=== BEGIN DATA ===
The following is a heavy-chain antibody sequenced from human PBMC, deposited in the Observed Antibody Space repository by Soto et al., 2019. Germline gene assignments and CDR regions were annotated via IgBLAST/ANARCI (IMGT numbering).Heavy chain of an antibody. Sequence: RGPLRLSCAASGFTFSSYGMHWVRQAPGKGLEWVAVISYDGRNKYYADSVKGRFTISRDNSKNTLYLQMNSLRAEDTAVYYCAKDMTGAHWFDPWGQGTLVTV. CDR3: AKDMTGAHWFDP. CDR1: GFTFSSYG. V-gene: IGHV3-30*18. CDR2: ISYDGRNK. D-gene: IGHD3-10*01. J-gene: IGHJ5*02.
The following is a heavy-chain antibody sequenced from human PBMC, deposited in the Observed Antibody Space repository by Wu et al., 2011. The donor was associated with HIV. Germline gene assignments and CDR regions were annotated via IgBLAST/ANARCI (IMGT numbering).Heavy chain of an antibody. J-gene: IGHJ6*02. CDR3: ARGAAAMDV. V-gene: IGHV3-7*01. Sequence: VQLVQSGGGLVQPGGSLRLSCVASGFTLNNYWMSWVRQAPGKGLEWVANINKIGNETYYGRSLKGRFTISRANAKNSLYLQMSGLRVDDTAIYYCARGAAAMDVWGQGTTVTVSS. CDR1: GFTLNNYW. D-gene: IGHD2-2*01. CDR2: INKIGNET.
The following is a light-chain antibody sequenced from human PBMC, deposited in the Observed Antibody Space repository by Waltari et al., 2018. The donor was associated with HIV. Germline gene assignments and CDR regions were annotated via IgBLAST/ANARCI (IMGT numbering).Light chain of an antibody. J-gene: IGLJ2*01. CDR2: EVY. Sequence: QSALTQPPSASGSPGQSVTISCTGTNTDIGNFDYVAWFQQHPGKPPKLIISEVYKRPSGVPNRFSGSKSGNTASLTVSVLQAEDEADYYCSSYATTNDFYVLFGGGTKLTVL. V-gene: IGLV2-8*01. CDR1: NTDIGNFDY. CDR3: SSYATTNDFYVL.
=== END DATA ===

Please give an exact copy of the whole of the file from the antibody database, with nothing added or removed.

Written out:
The following is a heavy-chain antibody sequenced from human PBMC, deposited in the Observed Antibody Space repository by Soto et al., 2019. Germline gene assignments and CDR regions were annotated via IgBLAST/ANARCI (IMGT numbering).Heavy chain of an antibody. Sequence: RGPLRLSCAASGFTFSSYGMHWVRQAPGKGLEWVAVISYDGRNKYYADSVKGRFTISRDNSKNTLYLQMNSLRAEDTAVYYCAKDMTGAHWFDPWGQGTLVTV. CDR3: AKDMTGAHWFDP. CDR1: GFTFSSYG. V-gene: IGHV3-30*18. CDR2: ISYDGRNK. D-gene: IGHD3-10*01. J-gene: IGHJ5*02.
The following is a heavy-chain antibody sequenced from human PBMC, deposited in the Observed Antibody Space repository by Wu et al., 2011. The donor was associated with HIV. Germline gene assignments and CDR regions were annotated via IgBLAST/ANARCI (IMGT numbering).Heavy chain of an antibody. J-gene: IGHJ6*02. CDR3: ARGAAAMDV. V-gene: IGHV3-7*01. Sequence: VQLVQSGGGLVQPGGSLRLSCVASGFTLNNYWMSWVRQAPGKGLEWVANINKIGNETYYGRSLKGRFTISRANAKNSLYLQMSGLRVDDTAIYYCARGAAAMDVWGQGTTVTVSS. CDR1: GFTLNNYW. D-gene: IGHD2-2*01. CDR2: INKIGNET.
The following is a light-chain antibody sequenced from human PBMC, deposited in the Observed Antibody Space repository by Waltari et al., 2018. The donor was associated with HIV. Germline gene assignments and CDR regions were annotated via IgBLAST/ANARCI (IMGT numbering).Light chain of an antibody. J-gene: IGLJ2*01. CDR2: EVY. Sequence: QSALTQPPSASGSPGQSVTISCTGTNTDIGNFDYVAWFQQHPGKPPKLIISEVYKRPSGVPNRFSGSKSGNTASLTVSVLQAEDEADYYCSSYATTNDFYVLFGGGTKLTVL. V-gene: IGLV2-8*01. CDR1: NTDIGNFDY. CDR3: SSYATTNDFYVL.